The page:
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OSC policing, judging roles to be split in major overhaul
Ontario to create a separate hearing tribunal to weigh securities offences

By KAREN HOWLETT
Monday, Nov 1, 2004
 
Ontario Management Board Secretariat chairman Gerry Phillips told a conference in Toronto that he wants the OSC's roles split within the next 12 months.

The Ontario government plans to radically overhaul the province's securities regulator within a year by splitting its dual roles as both prosecutor and adjudicator.

Ontario Management Board chairman Gerry Phillips said Monday that the government endorses all 14 recommendations made in a legislative committee's report calling for sweeping changes to the regulatory system, including the creation of a separate hearing tribunal. He said he plans to recommend that the process of separating the Ontario Securities Commission's two roles begin within the next 12 months. “I have not seen a strong argument against it,” he told reporters following his remarks at an OSC conference, where he delivered the keynote address.

The report, prepared by the standing committee on finance and economic affairs and tabled in the Ontario Legislature last month, calls for the creation of a single regulator that would replace the existing patchwork of 13 provincial and territorial bodies. Failing substantial progress on that front over the next year, the provincial government should take steps to separate the regulator's potentially conflicting dual roles, the report says.

Mr. Phillips said the issue will be addressed in a way that does not compromise the OSC's effectiveness. “This government continues to have every confidence in the OSC and that its internal procedures are effective in precluding bias.”

OSC chairman David Brown supported the move, although cautiously. “Part of me is quite supportive of this, but another part of me worries there is still quite a bit of thinking that needs to be done,” he told a panel discussion on the topic.

The OSC prosecutes securities violators in Ontario and presides over disciplinary hearings, acting in both a policing and judicial role. Momentum has been building to restructure the OSC since last year when a high-powered group of former commission chairmen began pushing to separate its roles.

Mr. Brown acknowledged Monday that the process began when securities lawyers Edward Waitzer, Stanley Beck and James Baillie met with him to discuss the OSC's structure and whether the time had come to spin off the tribunal function from the rest of the agency.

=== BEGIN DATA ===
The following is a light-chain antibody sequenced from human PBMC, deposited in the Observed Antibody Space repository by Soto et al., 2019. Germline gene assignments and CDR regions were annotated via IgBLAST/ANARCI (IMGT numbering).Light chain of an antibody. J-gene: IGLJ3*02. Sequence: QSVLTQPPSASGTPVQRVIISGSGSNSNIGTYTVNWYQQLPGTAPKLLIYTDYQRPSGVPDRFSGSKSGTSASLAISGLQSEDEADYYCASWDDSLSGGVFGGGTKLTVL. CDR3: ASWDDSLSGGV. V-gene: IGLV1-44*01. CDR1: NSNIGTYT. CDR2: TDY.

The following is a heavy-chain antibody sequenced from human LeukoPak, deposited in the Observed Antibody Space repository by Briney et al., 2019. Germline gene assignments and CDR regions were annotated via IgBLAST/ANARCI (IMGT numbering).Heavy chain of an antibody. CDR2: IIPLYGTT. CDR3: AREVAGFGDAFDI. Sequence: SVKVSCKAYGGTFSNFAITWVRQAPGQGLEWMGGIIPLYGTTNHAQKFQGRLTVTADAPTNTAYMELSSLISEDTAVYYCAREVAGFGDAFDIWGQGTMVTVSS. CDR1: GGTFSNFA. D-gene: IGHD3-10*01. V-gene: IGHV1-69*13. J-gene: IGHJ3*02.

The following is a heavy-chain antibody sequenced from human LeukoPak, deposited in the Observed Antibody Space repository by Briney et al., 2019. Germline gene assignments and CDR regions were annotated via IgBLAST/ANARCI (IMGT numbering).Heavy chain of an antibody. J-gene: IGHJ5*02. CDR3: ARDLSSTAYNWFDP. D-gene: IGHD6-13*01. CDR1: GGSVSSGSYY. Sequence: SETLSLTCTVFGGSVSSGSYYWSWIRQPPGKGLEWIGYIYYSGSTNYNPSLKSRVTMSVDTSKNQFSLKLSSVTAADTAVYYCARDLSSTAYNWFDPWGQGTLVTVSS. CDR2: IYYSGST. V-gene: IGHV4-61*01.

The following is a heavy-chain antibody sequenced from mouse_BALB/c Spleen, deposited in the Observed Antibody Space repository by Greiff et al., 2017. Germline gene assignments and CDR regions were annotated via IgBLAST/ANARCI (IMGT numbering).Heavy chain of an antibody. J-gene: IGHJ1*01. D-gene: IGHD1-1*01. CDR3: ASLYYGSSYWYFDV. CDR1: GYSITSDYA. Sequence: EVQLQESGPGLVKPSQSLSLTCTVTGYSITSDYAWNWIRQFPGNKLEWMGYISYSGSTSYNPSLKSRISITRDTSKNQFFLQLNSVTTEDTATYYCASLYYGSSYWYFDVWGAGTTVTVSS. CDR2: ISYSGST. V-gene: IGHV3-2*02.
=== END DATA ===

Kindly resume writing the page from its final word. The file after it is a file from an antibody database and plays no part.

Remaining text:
That same year, a committee headed by corporate lawyer Purdy Crawford said the OSC's structure can give rise to “perceptions of potential for conflict or abuse.”

In response to that committee, the OSC appointed a three-man committee headed by Coulter Osborne, the province's Integrity Commissioner. The Osborne committee said in a report this year that the government should create a separate tribunal to examine cases involving securities violations.

Mr. Osborne, who was on the same panel as Mr. Brown Monday, explained why his committee felt the status quo was no longer good enough.

“We decided there should be no change unless there was clear and convincing evidence in support of that change,” he said. “The decibel level of complaints about the current structure of the OSC increased during our work.”

However, one of the panel members, British Columbia Securities Commission chairman Douglas Hyndman, said he vigorously opposes the creation of a separate tribunal.

He said he places a high value on the expertise of commissioners, who sit on hearing tribunals as well as set policy. There is real value in having commissioners involved in creating policy also sit on tribunals, Mr. Hyndman said. It's essential to have tribunal members who have an understanding of the regulatory structure, who can assess the significance of evidence and misconduct, he said.

Mr. Phillips told reporters that, in his view, the naysayers have not made a compelling case for maintaining the status quo. “I have not seen a strong argument against” setting up a separate tribunal.

Mr. Phillips also said Monday that he plans to re-introduce legislation within a matter of weeks that will make it easier for aggrieved investors to recoup their losses in court.

The legislation will allow investors to sue executives and directors of publicly traded companies for misrepresentations or failing to make timely disclosure. The legislation was to be proclaimed into law last year as part of a package of reforms aimed at strengthening the province's securities laws. But the civil liability provision was delayed after several companies lobbied against it.

Ontario's Mr. Phillips also vowed to continue pushing for the creation of a single regulator — a move supported by the federal government but rejected by every other province.

“Our number one securities priority is to find a way in this country to build a common securities regulator for Canada,” he said.